Eviction and Rental Housing in the Commonwealth

Eviction and Rental Housing in the Commonwealth

Kathryn Howell, PhD

RVA Eviction Lab

Summary:

Communities across the Commonwealth of Virginia face high rates of eviction that can lead to neighborhood instability. At the same time, the state faces a shortage of affordable housing and high rates of cost burden and extreme cost burden. Families experiencing high cost burden have little room for error in their monthly budgets, meaning that one bad day can translate into an eviction that causes significant housing instability, including multiple moves or homelessness.

Across Virginia, almost half of all renter households are housing cost burdened, meaning that they pay more than 30% of their incomes for housing. These numbers become more extreme when broken down by income. Table 1 illustrates rent burden by income and region. Extremely Low Income Households (ELI), or those earning less than 30% of the Area Median Income (AMI) have the highest cost burden at 87% statewide, followed by Very Low Income (VLI) Households, or those earning between 30% and 50% of AMI at 80%. Meanwhile, statewide, 72% of ELI renter households face extreme cost burden, meaning that they pay more than 50% of their incomes for housing.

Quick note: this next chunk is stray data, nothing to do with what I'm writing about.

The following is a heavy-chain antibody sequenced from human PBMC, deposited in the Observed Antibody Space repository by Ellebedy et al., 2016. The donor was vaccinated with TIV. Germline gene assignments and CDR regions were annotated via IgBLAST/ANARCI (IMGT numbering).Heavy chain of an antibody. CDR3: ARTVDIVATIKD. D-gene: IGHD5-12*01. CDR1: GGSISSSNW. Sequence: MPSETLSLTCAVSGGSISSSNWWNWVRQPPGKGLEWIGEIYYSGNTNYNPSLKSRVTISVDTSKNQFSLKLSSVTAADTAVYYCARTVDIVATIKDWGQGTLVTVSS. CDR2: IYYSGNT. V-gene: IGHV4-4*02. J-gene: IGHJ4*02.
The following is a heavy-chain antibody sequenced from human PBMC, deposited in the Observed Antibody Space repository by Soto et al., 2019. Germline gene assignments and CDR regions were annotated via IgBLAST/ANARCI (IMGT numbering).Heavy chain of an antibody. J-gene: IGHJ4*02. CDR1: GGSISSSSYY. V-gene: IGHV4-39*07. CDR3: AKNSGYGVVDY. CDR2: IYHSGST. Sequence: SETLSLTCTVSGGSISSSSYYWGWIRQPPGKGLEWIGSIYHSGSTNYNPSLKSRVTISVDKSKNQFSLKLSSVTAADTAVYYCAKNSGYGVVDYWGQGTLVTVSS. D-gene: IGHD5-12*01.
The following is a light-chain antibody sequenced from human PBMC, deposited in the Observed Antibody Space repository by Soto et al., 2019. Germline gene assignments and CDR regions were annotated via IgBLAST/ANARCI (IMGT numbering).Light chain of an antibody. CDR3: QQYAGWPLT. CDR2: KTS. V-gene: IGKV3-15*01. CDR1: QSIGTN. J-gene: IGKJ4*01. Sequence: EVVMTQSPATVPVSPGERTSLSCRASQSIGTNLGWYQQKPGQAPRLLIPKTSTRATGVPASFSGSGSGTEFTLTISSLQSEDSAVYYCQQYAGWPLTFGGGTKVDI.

Previous research from the RVA Eviction Lab found that even controlling for income, race and other factors, housing cost burden was a critical contributor to rises in the eviction rate at the neighborhood level. This paper examines the existing housing stock, primarily in the Richmond region to understand the relationship that cost burden may have to high eviction rates in the region. We find that a robust housing preservation and production strategy must focus on housing for households earning less than 50% of the Area Median Income to reduce rent burden and prevent future evictions.